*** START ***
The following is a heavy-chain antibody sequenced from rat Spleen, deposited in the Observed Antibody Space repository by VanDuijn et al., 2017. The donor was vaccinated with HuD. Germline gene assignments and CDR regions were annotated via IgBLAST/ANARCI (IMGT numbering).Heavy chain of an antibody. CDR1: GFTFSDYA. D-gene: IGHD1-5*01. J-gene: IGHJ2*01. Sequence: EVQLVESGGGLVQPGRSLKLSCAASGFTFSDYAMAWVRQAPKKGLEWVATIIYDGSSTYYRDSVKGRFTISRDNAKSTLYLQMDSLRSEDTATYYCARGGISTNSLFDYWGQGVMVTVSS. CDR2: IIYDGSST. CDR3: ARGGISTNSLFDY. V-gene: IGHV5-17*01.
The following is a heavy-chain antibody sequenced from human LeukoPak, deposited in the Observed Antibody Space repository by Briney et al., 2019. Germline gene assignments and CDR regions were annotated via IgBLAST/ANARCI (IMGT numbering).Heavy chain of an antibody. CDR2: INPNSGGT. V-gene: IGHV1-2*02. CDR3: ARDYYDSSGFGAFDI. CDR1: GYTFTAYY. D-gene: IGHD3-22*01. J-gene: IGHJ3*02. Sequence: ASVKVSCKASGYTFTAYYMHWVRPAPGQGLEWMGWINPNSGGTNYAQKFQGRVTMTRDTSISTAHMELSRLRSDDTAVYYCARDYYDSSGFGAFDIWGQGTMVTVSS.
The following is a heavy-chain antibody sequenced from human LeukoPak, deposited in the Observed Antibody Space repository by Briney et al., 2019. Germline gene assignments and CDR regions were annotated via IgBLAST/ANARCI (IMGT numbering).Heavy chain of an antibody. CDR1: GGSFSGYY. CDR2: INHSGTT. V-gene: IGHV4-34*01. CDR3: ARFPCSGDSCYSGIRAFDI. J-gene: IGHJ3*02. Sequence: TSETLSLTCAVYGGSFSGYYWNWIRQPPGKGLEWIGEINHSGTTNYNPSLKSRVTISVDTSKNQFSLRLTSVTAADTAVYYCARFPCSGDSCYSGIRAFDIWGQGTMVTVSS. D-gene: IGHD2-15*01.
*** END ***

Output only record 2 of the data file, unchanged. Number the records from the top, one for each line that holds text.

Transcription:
The following is a heavy-chain antibody sequenced from human LeukoPak, deposited in the Observed Antibody Space repository by Briney et al., 2019. Germline gene assignments and CDR regions were annotated via IgBLAST/ANARCI (IMGT numbering).Heavy chain of an antibody. CDR2: INPNSGGT. V-gene: IGHV1-2*02. CDR3: ARDYYDSSGFGAFDI. CDR1: GYTFTAYY. D-gene: IGHD3-22*01. J-gene: IGHJ3*02. Sequence: ASVKVSCKASGYTFTAYYMHWVRPAPGQGLEWMGWINPNSGGTNYAQKFQGRVTMTRDTSISTAHMELSRLRSDDTAVYYCARDYYDSSGFGAFDIWGQGTMVTVSS.